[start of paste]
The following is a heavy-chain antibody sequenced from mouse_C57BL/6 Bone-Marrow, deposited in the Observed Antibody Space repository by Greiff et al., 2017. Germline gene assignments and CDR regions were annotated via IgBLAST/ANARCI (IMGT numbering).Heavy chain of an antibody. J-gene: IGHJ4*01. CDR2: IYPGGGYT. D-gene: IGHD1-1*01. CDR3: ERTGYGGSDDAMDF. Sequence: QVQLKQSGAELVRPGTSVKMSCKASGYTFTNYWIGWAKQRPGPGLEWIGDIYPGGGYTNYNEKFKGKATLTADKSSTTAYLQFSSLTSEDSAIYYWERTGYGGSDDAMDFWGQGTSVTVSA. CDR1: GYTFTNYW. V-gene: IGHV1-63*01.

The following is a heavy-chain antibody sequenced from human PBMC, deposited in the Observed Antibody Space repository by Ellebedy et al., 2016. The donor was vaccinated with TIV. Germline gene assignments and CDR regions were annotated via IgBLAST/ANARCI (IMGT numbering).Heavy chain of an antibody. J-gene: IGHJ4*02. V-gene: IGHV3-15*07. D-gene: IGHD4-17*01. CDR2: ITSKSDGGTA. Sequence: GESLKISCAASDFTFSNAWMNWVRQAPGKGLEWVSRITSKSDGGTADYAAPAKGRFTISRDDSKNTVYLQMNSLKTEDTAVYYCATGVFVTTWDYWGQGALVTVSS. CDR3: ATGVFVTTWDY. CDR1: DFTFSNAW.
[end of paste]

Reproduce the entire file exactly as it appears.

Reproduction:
The following is a heavy-chain antibody sequenced from mouse_C57BL/6 Bone-Marrow, deposited in the Observed Antibody Space repository by Greiff et al., 2017. Germline gene assignments and CDR regions were annotated via IgBLAST/ANARCI (IMGT numbering).Heavy chain of an antibody. J-gene: IGHJ4*01. CDR2: IYPGGGYT. D-gene: IGHD1-1*01. CDR3: ERTGYGGSDDAMDF. Sequence: QVQLKQSGAELVRPGTSVKMSCKASGYTFTNYWIGWAKQRPGPGLEWIGDIYPGGGYTNYNEKFKGKATLTADKSSTTAYLQFSSLTSEDSAIYYWERTGYGGSDDAMDFWGQGTSVTVSA. CDR1: GYTFTNYW. V-gene: IGHV1-63*01.

The following is a heavy-chain antibody sequenced from human PBMC, deposited in the Observed Antibody Space repository by Ellebedy et al., 2016. The donor was vaccinated with TIV. Germline gene assignments and CDR regions were annotated via IgBLAST/ANARCI (IMGT numbering).Heavy chain of an antibody. J-gene: IGHJ4*02. V-gene: IGHV3-15*07. D-gene: IGHD4-17*01. CDR2: ITSKSDGGTA. Sequence: GESLKISCAASDFTFSNAWMNWVRQAPGKGLEWVSRITSKSDGGTADYAAPAKGRFTISRDDSKNTVYLQMNSLKTEDTAVYYCATGVFVTTWDYWGQGALVTVSS. CDR3: ATGVFVTTWDY. CDR1: DFTFSNAW.